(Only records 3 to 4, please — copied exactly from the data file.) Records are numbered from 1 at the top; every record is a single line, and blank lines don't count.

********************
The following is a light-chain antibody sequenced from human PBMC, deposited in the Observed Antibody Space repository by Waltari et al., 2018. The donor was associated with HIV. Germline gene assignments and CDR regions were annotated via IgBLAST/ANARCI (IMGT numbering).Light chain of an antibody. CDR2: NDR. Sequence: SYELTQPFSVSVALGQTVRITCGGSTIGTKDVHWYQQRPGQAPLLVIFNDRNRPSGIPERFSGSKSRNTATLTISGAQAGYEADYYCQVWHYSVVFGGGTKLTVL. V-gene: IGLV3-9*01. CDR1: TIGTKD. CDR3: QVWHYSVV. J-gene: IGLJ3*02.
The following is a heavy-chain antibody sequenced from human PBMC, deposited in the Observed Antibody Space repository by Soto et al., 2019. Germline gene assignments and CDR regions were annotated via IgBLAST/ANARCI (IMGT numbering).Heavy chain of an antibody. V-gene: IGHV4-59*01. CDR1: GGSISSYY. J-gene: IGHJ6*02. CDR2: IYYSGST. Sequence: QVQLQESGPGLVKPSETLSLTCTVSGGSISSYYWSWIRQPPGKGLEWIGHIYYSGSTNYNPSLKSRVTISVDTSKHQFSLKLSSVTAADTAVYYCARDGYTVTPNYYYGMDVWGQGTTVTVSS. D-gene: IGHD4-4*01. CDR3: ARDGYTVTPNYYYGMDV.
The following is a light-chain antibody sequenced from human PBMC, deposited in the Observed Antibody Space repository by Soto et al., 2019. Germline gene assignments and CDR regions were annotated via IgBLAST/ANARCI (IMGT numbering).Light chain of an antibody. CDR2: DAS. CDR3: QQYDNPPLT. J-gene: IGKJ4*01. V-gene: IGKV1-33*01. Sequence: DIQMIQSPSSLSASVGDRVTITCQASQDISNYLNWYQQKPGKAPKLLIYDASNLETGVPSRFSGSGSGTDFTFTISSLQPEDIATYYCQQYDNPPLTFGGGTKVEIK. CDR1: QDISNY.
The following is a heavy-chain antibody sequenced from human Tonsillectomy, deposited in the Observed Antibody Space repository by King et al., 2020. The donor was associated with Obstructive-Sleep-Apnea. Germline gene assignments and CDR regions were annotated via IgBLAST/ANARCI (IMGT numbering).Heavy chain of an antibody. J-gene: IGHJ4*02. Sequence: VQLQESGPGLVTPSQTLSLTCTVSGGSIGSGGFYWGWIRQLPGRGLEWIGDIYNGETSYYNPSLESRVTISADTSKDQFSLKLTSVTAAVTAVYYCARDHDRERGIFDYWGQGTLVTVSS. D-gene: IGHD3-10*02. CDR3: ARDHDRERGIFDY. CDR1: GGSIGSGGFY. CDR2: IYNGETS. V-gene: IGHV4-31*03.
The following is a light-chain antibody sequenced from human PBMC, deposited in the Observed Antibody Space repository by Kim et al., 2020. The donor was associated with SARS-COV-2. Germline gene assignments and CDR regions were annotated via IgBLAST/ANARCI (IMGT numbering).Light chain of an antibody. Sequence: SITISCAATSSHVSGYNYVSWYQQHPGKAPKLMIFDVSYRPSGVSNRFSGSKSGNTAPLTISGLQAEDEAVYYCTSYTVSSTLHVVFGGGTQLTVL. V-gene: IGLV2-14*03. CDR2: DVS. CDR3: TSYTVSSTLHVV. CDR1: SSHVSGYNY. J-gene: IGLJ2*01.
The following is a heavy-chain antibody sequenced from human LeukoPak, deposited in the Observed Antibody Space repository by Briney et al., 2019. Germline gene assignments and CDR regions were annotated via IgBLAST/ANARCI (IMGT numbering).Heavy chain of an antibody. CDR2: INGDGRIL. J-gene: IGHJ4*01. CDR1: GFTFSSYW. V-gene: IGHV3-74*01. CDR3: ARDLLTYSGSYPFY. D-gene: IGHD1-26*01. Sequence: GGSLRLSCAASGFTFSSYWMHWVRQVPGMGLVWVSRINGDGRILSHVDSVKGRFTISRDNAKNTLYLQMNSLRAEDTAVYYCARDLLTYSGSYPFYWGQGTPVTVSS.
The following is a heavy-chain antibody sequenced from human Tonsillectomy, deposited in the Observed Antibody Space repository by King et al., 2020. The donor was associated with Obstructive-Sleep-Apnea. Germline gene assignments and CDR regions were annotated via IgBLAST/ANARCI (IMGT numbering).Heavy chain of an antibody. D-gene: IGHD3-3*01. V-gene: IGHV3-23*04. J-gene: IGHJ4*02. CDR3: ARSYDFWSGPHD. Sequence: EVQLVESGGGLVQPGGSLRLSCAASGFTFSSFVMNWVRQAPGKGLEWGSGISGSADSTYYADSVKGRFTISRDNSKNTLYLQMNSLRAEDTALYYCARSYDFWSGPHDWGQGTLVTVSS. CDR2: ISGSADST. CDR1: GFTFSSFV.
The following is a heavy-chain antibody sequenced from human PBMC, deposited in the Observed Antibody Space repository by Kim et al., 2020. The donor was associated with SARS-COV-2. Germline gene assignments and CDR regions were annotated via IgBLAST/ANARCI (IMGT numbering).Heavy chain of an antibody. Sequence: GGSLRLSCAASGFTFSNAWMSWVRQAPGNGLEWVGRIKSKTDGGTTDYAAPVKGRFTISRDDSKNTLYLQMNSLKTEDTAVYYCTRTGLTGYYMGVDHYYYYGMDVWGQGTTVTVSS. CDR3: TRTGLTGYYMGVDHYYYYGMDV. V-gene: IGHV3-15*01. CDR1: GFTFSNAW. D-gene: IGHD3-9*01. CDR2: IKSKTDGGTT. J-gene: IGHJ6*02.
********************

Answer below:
The following is a light-chain antibody sequenced from human PBMC, deposited in the Observed Antibody Space repository by Soto et al., 2019. Germline gene assignments and CDR regions were annotated via IgBLAST/ANARCI (IMGT numbering).Light chain of an antibody. CDR2: DAS. CDR3: QQYDNPPLT. J-gene: IGKJ4*01. V-gene: IGKV1-33*01. Sequence: DIQMIQSPSSLSASVGDRVTITCQASQDISNYLNWYQQKPGKAPKLLIYDASNLETGVPSRFSGSGSGTDFTFTISSLQPEDIATYYCQQYDNPPLTFGGGTKVEIK. CDR1: QDISNY.
The following is a heavy-chain antibody sequenced from human Tonsillectomy, deposited in the Observed Antibody Space repository by King et al., 2020. The donor was associated with Obstructive-Sleep-Apnea. Germline gene assignments and CDR regions were annotated via IgBLAST/ANARCI (IMGT numbering).Heavy chain of an antibody. J-gene: IGHJ4*02. Sequence: VQLQESGPGLVTPSQTLSLTCTVSGGSIGSGGFYWGWIRQLPGRGLEWIGDIYNGETSYYNPSLESRVTISADTSKDQFSLKLTSVTAAVTAVYYCARDHDRERGIFDYWGQGTLVTVSS. D-gene: IGHD3-10*02. CDR3: ARDHDRERGIFDY. CDR1: GGSIGSGGFY. CDR2: IYNGETS. V-gene: IGHV4-31*03.